The ONS has added to recent analyses of relative mortality by vaccination status with a new release today, using age-standardised mortality rates (ASMR).

TLDR: COVID death rates for fully vaccinated people are much much lower.

1/
Note the report does include number counts, but clearly states that the priority ordering of the roll-out makes these comparisons of limited use. Also many of the deaths were at a time when vacc'n coverage was very limited.

Hence the focus on weekly age-standardised rates.
2/
Looking at the underlying data, we see that in the last four weeks of the analysis, ASMRs for COVID deaths have been 10x higher for the unvaccinated.

Note also the increases approaching the early July peak.

3/
ASMRs have also been around 75% higher in the unvaccinated group for deaths that weren't registered as being COVID related. That's a very interesting finding. Might it suggest that COVID is actually a contributory factor for even more deaths than we thought? Or maybe...

4/
... it's partly or predominately due to the other demographic factors that influence the non-vaccinated population (ethnicity, deprivation etc) which means the unvaccinated have a generally higher mortality rate.

5/
Another point noted is that for "breakthrough" deaths (ie amongst the fully vaccinated), a much higher proportion are immunocompromised (13%) than for COVID deaths generally, reinforcing the additional vulnerability of this group.

They've also tended to be slightly older.

6/
Age-standardised analyses are the best way to look at mortality comparisons, particularly when we have populations of varying age profiles (as the vaccine roll out means we have seen here).

Report here: ons.gov.uk/peoplepopulati…
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More from @john_actuary

14 Sep
The PHE paper presented to SAGE on vaccine efficacy waning is also published today. A quick run down of the paper, focussing on experience with Delta (orange dots).

For hospitalisation, the drop-off appears greater with AZ, though note the wide band of the latest point.

1/ Image
Here we can see that there's a much more pronounced drop-off in the 65+ group. The AZ falls after 4 1/2months are of such an extent that I wonder what the rationale is for waiting 6 months for the booster dose?

2/ Image
Note that whilst Pfizer looks much better in the 65+ analysis, once that is restricted to 80+, the drop off becomes more apparent with this vaccine too. Some of this may be because a proportion of this group had the 2nd dose after just 3 weeks.

3/ Image
Read 7 tweets
14 Sep
The latest SPI-M modelling summary includes possible scenarios for England admiss'ns over the coming months.

The green line, assuming R=1.1 suggests a peak figure approaching 2,000 per day during Oct. Comment is that the green and blue lines contain the "likely" trajectory.
1/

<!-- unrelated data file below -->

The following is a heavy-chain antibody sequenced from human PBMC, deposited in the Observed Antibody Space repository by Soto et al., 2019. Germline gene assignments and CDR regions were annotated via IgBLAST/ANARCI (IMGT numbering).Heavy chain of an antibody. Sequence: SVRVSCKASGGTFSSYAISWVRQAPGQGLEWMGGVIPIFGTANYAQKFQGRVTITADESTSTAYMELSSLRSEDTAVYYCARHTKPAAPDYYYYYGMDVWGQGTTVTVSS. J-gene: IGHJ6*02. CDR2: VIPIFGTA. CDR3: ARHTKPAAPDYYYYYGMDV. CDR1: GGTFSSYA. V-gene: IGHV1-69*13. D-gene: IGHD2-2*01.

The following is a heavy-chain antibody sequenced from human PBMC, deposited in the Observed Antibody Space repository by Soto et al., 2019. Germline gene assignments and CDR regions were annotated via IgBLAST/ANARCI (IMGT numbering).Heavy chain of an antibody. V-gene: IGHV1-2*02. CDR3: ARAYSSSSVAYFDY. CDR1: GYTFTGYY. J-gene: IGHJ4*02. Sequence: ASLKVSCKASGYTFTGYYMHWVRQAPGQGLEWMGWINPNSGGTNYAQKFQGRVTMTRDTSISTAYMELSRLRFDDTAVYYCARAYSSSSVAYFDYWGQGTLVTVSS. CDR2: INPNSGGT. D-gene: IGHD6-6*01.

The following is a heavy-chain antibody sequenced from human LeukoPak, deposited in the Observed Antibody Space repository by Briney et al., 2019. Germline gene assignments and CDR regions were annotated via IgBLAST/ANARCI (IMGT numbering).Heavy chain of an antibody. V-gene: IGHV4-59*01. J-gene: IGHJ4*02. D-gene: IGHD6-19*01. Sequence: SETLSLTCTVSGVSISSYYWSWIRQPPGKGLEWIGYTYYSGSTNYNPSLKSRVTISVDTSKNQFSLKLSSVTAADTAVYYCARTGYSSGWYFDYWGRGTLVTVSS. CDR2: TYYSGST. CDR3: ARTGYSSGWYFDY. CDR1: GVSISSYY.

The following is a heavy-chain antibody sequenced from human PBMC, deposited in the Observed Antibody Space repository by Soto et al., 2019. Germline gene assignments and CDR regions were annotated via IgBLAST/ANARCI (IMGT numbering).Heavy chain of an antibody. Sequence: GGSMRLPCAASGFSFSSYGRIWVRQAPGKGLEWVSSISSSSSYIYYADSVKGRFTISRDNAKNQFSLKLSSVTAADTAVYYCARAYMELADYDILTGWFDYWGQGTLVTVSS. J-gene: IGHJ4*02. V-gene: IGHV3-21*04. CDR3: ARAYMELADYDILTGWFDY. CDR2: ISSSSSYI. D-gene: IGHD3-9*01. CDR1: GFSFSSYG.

The red scenario (R=2.0) is considered extreme, to the extent that the graph doesn't show the peak that would result.

The extent of continued homeworking is considered a key factor in how quickly admissions might rise.

2/
The paper notes that current occupancy (c6,200) is only around 2 1/2 doublings from the peak in Jan, and discusses whether re-imposition of some "light" measures may be necessary to suppress any growth.

3/
Read 4 tweets
14 Sep
Latest Care Home deaths (as notified to CQC) show a further increase this week, after a dip last week that may have been due to BH delays.

The average of the last two weeks though suggests the trend may now possibly be more level at c100 pw.

1/
For 70+ more generally there's a further increase too, in a week where both overall and COVID deaths are down due to the BH week (these figures are a week behind CH data). That's less encouraging.

2/
As usual, a reminder that we don't have a split for either group on "with" or "from" COVID, nor of vaccination status.

However, for all COVID related deaths, the proportion of "from" COVID cases is 88% this week.

3/
Read 5 tweets
12 Sep
A bit late to the party with comment on the PHE data issued on Thu, and the issue with NIMS/ONS population figures has been well described by many, including @JamesWard73.

But worth setting out how it affects my previous estimate of effectiveness, shown again here.

1/
That used ONS data for the 50+ population, 21.3m, and deducting those we know to be vaccinated, came up with 0.77m without any jabs. Move to a NIMS figure, 22.4m, and the number unjabbed increases by the full difference, to 1.83m - ie it more than doubles.

2/
If you more than double the denominator, the resulting rate for the unvaxxed more than halves, and you see the difference here. Note the other figures are unchanged, as we know those populations.

3/
Read 10 tweets
10 Sep
Not on @COVID19actuary Friday Report duty today, so here’s a few photos of today’s walk of the Pembrokeshire coastal path instead, starting with some seals swimming near Fishguard.

1/ Image
We passed a lot of cows, but these were particularly photogenic.

2/ Image
Inspired by last night’s Twitter game, my afternoon sustenance had to be Welsh cakes, washed down with a local brew of course.

3/ Image
Read 5 tweets
2 Sep
ONS data released today shows that there was no evidence of an increase in suicides during the first four months of lockdown. Indeed, there was a statistically significant reduction in suicides, 12.7% lower than the 5 year average, predominately due to a reduction for males.

1/
The biggest % falls were for younger age groups, with 22% (against the 5 yr average) for 10-24, and 15% for 25 -44. All age groups reported falls though, and the lowest rates observed over the 6 year period shown.

2/
ONS notes that much of this reduction occurred in April, with a statistically significant fall in that month compared with Apr 19. There were lesser falls in the subsequent months, but they were not statistically significant.

3/
Read 7 tweets

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